In spite of this innate fluidity, and because the eight included triangles remain unalterable, something very strange happens when any of two opposing, triangles are pressed toward the center of the array: The squares, having no integral strength, all collapse simultaneously into one of two bi-stable double-sticked octahedrons.

The view of a default isometric cube shows the octahedron as a forward, upper, central cube in a potential 8-cube array, but when the external cube view is rotated 90 degrees by Vallian application-table rotation, the octahedronal "cube" maintains its position. In a sensible Cartesian octet, this central figure would move with each rotation, but in the Vallian application output, it maintains its apparent forward position. If the larger cube is turned, and the inner "cube" does not change its relative location, then, it obviously, that it is not part of the real 3-dimensional cube in which it appears to reside. Further, the octa-hedronal structure forms a base for each of 8 tetrahedrons which form the outside cube whose connecting vertices produce the vertices of the outside cube. Thus, the mechanics of a system with three, mutually perpendicular surfaces (necessary for 3-dimensional coordinate systems) can be exploited while its reality can be denied, providing a usable figure, which does in fact, not exist. This is the general description of V/GHOST.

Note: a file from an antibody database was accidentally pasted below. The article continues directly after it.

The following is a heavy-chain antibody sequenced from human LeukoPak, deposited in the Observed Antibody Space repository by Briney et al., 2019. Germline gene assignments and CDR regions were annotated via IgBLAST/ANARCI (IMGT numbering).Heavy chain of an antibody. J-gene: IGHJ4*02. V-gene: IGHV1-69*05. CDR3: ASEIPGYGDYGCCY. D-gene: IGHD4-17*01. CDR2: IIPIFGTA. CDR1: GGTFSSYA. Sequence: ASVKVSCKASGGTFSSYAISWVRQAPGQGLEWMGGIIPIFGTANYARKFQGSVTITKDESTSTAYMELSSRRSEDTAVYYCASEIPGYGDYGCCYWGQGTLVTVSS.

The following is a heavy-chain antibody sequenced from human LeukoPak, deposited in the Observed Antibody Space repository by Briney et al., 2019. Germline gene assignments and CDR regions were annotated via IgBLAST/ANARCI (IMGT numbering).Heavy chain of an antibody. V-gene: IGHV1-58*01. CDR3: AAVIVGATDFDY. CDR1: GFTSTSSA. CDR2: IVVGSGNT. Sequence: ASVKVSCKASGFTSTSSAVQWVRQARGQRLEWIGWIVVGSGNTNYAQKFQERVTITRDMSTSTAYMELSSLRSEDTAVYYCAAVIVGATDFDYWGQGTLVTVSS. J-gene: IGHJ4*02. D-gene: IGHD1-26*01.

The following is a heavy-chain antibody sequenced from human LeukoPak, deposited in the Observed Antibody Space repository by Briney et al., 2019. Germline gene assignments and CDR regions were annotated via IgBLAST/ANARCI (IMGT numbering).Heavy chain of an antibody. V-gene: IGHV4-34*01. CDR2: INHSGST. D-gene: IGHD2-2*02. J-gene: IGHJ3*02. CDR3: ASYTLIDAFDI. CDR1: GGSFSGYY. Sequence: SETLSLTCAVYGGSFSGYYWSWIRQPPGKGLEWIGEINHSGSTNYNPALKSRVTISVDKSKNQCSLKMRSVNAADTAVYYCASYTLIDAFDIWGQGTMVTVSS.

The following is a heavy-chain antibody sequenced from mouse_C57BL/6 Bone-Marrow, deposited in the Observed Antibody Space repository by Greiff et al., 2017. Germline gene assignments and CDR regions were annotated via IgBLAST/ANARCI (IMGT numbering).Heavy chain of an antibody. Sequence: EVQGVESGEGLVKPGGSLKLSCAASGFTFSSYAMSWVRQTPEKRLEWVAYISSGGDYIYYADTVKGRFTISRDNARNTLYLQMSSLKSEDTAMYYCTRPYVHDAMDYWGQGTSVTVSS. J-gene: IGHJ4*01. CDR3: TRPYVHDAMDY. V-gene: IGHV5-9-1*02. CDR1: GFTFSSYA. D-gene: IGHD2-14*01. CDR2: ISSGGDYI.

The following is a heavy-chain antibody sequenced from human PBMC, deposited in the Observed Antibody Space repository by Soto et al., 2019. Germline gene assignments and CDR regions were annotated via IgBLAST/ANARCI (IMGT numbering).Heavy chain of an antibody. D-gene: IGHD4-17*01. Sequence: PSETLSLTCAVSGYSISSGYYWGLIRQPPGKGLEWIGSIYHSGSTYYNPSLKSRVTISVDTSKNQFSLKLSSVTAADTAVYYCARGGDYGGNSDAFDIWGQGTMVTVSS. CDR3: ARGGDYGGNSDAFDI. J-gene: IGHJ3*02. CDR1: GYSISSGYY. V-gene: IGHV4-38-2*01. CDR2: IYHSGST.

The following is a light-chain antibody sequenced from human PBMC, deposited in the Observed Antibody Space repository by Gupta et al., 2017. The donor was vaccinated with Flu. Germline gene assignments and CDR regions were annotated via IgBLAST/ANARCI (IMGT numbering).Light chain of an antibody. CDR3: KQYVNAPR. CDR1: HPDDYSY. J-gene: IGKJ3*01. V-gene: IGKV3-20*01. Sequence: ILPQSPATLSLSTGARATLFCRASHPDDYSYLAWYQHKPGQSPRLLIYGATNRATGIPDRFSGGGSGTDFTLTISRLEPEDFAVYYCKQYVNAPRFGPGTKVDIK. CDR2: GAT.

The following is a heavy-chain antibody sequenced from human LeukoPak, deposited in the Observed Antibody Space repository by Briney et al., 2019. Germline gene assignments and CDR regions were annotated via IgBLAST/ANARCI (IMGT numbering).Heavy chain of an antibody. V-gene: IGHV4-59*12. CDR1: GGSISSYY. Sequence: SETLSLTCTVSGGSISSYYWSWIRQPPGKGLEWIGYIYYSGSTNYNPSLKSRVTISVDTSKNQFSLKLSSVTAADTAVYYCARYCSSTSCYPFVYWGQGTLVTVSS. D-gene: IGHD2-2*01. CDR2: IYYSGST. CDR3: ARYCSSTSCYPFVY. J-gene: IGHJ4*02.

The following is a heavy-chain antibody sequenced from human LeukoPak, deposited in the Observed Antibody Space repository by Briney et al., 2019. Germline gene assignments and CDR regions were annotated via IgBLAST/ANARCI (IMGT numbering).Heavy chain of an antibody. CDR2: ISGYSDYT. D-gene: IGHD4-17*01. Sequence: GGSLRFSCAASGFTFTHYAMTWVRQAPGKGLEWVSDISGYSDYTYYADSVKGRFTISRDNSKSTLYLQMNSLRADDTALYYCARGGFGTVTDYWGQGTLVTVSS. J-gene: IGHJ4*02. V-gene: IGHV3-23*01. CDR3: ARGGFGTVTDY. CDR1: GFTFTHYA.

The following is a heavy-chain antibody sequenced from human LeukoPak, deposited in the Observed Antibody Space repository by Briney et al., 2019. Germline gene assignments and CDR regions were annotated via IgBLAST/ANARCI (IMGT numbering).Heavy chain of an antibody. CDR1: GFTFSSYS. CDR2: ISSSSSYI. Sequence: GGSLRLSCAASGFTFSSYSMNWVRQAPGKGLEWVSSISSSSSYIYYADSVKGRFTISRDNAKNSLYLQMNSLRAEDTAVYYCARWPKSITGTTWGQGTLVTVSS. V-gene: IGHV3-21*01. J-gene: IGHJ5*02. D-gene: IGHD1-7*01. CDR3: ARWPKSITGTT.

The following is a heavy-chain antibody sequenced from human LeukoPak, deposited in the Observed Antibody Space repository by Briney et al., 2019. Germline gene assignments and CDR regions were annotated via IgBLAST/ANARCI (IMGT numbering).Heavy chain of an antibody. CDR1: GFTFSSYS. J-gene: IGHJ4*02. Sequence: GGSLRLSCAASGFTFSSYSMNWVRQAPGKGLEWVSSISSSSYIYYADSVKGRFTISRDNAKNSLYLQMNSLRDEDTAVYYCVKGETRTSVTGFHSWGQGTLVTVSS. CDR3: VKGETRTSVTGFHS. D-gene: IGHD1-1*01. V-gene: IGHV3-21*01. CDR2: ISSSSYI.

The VALLIAN/GEOMETRIC HEXAGON OPTING SYMBOLIC TESSERACT "V/GHOST" produces a poly-articulated field. Changes in position, appear and disappear with intuitive user input. Proven drafting table techniques open up an arena of artistic and engineering possibilities, which include, but are not limited to:

Generating a super Tesseract base whose nature is consistent and completely viable in all mathematical and geometric terms.

Solving all problems of ambiguity and paradox in 3-D viewing.

Providing an immediate, completely graphic capability for mensuration, while providing for numerical input, if desired.

Providing stable, absolute grids in 2-D, 3-D, or n-D. w

Allowing the user to operate within an expanded and, therefore, visualized, externalized cube, negating any user sense of claustrophobia or confusion.

Allowing the user to pitch, rotate, or spin any object through more than 300 V/GHOST views.

Providing the user with a universal and infinite scale.

Operating at unity so all that is necessary for automatic numerical scaling is positive or negative scalar input.

Tracking operations and/or objects in one coordinate system, while tracking that object's conditional, or implicit data, in the same or in another coordinate system.